Gin-uary is here, and what better way to celebrate than by learning all about gin? From its brief history to the different types of gin available, this blog post has got you covered. Plus, we'll finish things off with a recipe for a classic gin cocktail that is sure to become a new favorite.
The history of Gin
The history of gin dates back to the early 17th century when it was first created by the Dutch as a way to treat various ailments. The drink quickly gained popularity and was soon being produced all over Europe. Gin became especially popular in England in the 18th century, and it is thought that at one point, the average English person was consuming over a gallon of gin per year!
Types of Gin
Today, there are many different types of gin available, each with its own unique flavor profile. Some of the most common types of gin include:
London Dry Gin: This is the most common type of gin and is known for its juniper-forward flavor. It is made using a combination of botanicals, including juniper berries, coriander, and angelica root.
Old Tom Gin: This type of gin is slightly sweeter than London Dry Gin and is made using a slightly different process. It is often used in cocktails that call for a sweeter gin.
Genever: This type of gin is made in the Netherlands and has a malty, barley-like flavor. It is often used in cocktails that call for a more complex gin.
Navy Strength Gin: This type of gin is higher in alcohol content than most other gins, typically around 57% ABV. It is often used in cocktails where the gin flavor needs to be more pronounced.
How to use Gin
Gin is one of those spirits that can get a bad rep for being “too pine-y,”. But it’s one of the most versatile and exciting spirits, distilled with a range of botanicals that play beautifully in cocktails with a wide range of ingredients. Once you get beyond the typical botanicals of a classic London dry gin—like juniper, coriander, angelica root, citrus— you’ll find all manner of experimental “new” gins playing with lemongrass, Douglas fir, or lavender, to name a few possible ingredients distillers are playing with. It’s safe to say there’s a gin out there to suit all tastes. Here are six helpful tips for exploring gin:
#1 Try Gin in Cocktails, preferably a Martini
Try a new gin in a Martini or a somewhat neutral drink to highlight botanicals and see what the gin can do.
#2 Maybe You Want to Go with a Gin & Tonic or Even Gin & Coke
Yes, a quality tonic makes a difference. The tonic should always be chilled. If the tonic is warm, the whole mix will taste sweeter and will be less fizzy. Read tonic labels and look for the flavor profile. For example, if there’s a rosemary tonic, you can look for gins that might work with rosemary. Or choose a classic London dry gin that mixes well with a range of tonics. There are a lot of other sodas that work well with gin, like soda water and San Pellegrino citrus sodas, or if you want to be a bit controversial, cola works well with gin.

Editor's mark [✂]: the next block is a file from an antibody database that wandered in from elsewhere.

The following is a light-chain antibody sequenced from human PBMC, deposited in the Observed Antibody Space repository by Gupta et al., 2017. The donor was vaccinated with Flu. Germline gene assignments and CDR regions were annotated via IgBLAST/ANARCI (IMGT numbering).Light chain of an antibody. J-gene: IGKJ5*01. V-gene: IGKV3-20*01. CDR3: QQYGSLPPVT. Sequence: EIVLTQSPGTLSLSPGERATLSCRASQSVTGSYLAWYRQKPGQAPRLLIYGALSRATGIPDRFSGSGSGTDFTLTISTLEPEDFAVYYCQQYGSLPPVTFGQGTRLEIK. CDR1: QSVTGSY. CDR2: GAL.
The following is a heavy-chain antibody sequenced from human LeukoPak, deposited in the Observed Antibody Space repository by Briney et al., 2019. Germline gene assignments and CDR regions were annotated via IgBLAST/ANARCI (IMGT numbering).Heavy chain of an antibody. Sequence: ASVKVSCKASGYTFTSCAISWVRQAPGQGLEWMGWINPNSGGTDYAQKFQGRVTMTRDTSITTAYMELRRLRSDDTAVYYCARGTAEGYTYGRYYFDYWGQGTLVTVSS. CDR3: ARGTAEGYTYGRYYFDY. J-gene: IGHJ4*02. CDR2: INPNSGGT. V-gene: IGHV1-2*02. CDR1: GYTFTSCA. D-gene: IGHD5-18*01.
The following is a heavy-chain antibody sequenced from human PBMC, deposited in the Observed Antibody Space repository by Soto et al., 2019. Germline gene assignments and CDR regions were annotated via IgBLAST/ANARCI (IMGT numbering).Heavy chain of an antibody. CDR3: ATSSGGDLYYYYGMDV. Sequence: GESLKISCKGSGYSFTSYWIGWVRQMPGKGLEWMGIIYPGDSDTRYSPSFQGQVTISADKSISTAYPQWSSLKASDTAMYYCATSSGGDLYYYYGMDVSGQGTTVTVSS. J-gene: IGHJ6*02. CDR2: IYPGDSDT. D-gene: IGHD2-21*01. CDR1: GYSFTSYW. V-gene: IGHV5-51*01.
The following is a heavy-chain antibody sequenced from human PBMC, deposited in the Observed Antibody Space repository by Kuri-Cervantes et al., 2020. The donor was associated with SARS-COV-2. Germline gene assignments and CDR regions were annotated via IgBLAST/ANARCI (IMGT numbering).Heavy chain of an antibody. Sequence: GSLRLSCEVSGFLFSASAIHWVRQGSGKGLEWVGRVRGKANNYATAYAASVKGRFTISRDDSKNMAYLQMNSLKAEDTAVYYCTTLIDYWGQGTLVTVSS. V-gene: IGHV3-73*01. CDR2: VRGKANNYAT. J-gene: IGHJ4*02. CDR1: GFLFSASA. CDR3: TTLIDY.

#3 When Making Gin Cocktails, Complement, and Contrast
The possibilities with gin cocktails are endless. A citrus-forward gin doesn’t need more citrus, so think about what would highlight the citrus and complement it. The same goes if a gin is floral. Everybody loves to mix patterns in clothes. Why not in drinks?
#4 Don’t Be Afraid to Drink Gin Neat
“Don’t be afraid to drink gin neat. These days, a lot more gins are designed to be drunk neat. Gone are the days when drinking gin is like drinking a Christmas tree, that it’s easier than ever to find a gin that might feature flavors you prefer, whether you like cinnamon or cardamom, citrus or floral notes, especially if you bring barrel-aged gins into the mix. Barrel-aged gins have proliferated in recent years, particularly from small-batch distillers across the U.S. Long timers like No. 209 in San Francisco even experiment with different barrels, aging its gin in sauvignon blanc or cabernet sauvignon wine barrels.
#5 Play with the Temperature
When you freeze gin, it changes its texture: it becomes thicker and dense. Then, the flavor profile opens up as the gin warms up.” So, try sticking a bottle in the freezer, as many do with vodka, and watch how the spirit unfolds.
#6 Once You’ve Become a Gin Geek, Sip Vintage Gins
If you really start to get into this gin thing, there is another realm: vintage gins. Generally, you’ll find more collectors’ bottles overseas in cities like Tokyo and in bars like Lebensstern in Berlin that stock more than a thousand spirits, including decades-old bottles available by the pour. Whitechapel is one of the rare American bars to find gin bottles that date back decades and can be drunk.
Gins weren’t necessarily meant to be drunk aged or to sit in a bottle for 40 years. Aerate it first, then pour and taste it 10 minutes later, then another 10 minutes later, then an hour later to see how it evolves and opens up. The fun part is to see what the flavor palates were back in the 1930s, ’40s, ’50s, and ’60s.
Now, on to the cocktail! Here is a recipe for a classic gin cocktail that is sure to become a new favorite:
Snow Kissed Country
2 ounces gin
1 ounce fresh lime juice
1/2 ounce simple syrup
1/4 ounce of Triple Sec
4-6 mint leaves
Club soda, to top off
Garnish: Bay leaf
Glass: Coupe or Nick and Nora
In a shaker filled with ice, combine the gin, lime juice, simple syrup, and mint leaves.
Shake well and strain into a chilled cocktail glass.
Top off with club soda and garnish with a bay leaf
A splash of Cointreau or triple sec for added sweetness.
A few slices of cucumber for a refreshing twist.
So there you have it! Everything you need to know about Gin-uary and how to celebrate in style. Cheers!